Dan H.
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Re: Post Raisin in the Sun Post

Post  mleighto on Wed Mar 06, 2013 8:37 pm

Seeing the play today could have been a very cliche experience, but it wasn’t like any other play I have seen. Although I have only seen maybe three plays in my life time, it had a very different feeling. It was more powerful and I could relate to it a lot easier because A Raisin in the Sun in very largely about dreams and being a high school student I also have dreams about my future. Viewing the play was also slightly irritating because I always want people to appreciate everything we do and I know not everyone does. So, it was annoying to see people just see this as a play we’ve read than a story you could relate to. I wanted people to take something away from it and remember it for awhile. It is so compelling and insightful. I enjoyed reading, and watching this play, I think everyone should read or at least see this play and hopefully take something away from it. I’m familiar with this poem and I actually like it a lot. How its so short and blunt just moves me, I don’t know why. If you think about it, this poem is very depressing. It’s about dreams being broken or given up and that is just very sad. Everyone should have a dream that they hold on to till the very end and loosing a dream is not easy. As I have said before A Raisin in the Sun is a lot about dreams as is this poem and not to mention the title is directly mentioned…Though everyone will say that. Lena Younger’s dream was to buy a house and provide her family with a proper home. She wanted to leave something behind for her son and grandson so they didn’t have to worry like she did. While Walter Lee wanted to invest and to me, prove to the world that an African American man can make his mark on the world coming from nothing. I also think he wanted to prove to his family that his ideas and wants were valid and he wanted them to understand him and listen to him. Ruth seemed to want the same thing as Lena but I also feel like she just wanted Lena to go and enjoy life. She didn’t seem like she wanted to get in between the drama that was trying to figure out what to do with the money. Benetha wanted to make her dreams come true and finish medical school. At the beginning she said how it was Lena’s money and it didn't matter what she did with it but when Walter lost it she took it very hard which was very interesting to me. Her attitude towards the money changed a lot.

mleighto
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A Raisin in the Sun

Post  Sadie CC on Wed Mar 06, 2013 8:39 pm

Watching the play was a better experience for me than either the movie or the written version. When I read I often don't absorb many important pieces. For instance, although I read the play three times, I never noticed the scene where Walter told Travis his dreams for Travis’s future. This is an important scene and one of the few that shows Walter wants to be rich not just for his own sake, but for the sake of his family. On the other hand, the movie seemed cluttered, and people tend to become part of the crowded background. The music overdid the scenes and the play lost the delicacy it should have had. The play used music sparingly and knowing you were seeing an angle of the play other people didn't have made it more interesting.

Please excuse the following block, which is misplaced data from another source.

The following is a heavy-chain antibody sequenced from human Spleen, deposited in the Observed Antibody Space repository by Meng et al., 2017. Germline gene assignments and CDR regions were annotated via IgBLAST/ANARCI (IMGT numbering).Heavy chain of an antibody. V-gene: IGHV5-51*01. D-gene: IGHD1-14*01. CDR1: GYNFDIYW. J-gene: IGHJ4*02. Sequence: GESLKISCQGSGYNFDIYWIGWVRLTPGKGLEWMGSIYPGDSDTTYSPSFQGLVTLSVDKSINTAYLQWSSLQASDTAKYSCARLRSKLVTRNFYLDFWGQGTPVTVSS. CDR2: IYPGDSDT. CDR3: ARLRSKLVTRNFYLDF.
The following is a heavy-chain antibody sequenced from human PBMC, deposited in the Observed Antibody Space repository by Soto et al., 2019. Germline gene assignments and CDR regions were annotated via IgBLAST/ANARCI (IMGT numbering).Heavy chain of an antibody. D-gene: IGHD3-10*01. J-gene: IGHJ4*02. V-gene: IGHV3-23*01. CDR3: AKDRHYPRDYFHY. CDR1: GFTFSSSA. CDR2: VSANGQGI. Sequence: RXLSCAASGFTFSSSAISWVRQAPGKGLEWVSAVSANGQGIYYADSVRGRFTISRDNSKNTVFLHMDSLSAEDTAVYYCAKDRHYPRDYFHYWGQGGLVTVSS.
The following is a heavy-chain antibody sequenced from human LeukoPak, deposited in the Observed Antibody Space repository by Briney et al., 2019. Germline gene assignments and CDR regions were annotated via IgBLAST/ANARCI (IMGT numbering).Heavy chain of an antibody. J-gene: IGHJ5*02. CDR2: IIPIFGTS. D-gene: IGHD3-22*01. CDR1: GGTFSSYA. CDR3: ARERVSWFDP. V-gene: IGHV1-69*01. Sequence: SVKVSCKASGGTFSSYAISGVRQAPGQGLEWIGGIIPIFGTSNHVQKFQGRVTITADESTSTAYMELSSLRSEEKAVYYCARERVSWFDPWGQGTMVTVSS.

The play, though it was more free from the lines than the movie, did a much better job of exploring what Lorraine Hansberry was trying to say, and what Langston Hughes was writing about in his poem Harlem. The play and the poem had such similar themes that Hansberry titled her play after the line ‘like a raisin in the sun” although she put her title in the form of a statement while Hughes asked a question. Hughes is asking what happens when dreams are constricted and stomped on, and A Raisin in the Sun explores an answer. Each of these characters reacts a different way, and the actors each interpret these reactions a different way and each of the members of the audience react to the actors reaction a different way. Two people in the same theater can have completely different experiences, and could have been struck by different things. Those who saw different productions, perhaps years and states apart would have even more different views.
I found the answer to Hughes’s question to be that even when constrained, dreams don't ever really go away, and when something provokes they rise up. However, sometimes a person has to give his or her dreams up, and when they do, they give up in different ways and different pieces of the dreams are left behind. For instance when Walter loses his dream of having a liquor store, he could have been consumed by bitterness and spend the rest of his life in a corner muttering about being betrayed, but instead he chooses to remember only the lesson he learned and was able to let the rest of the dream go. When Beneatha loses her dream of using the money to pay school she is bitter and cruel until she learns to accept it.
In another way, all throughout the book these peoples dreams have been hanging just outside of their reach. Lena's dream of having a house did “dry up like a raisin in the sun” and stayed forgotten until it suddenly came to life again when she had the money to take her dreams seriously. All of the dreams that their culture had suppressed in them came back to life with their money.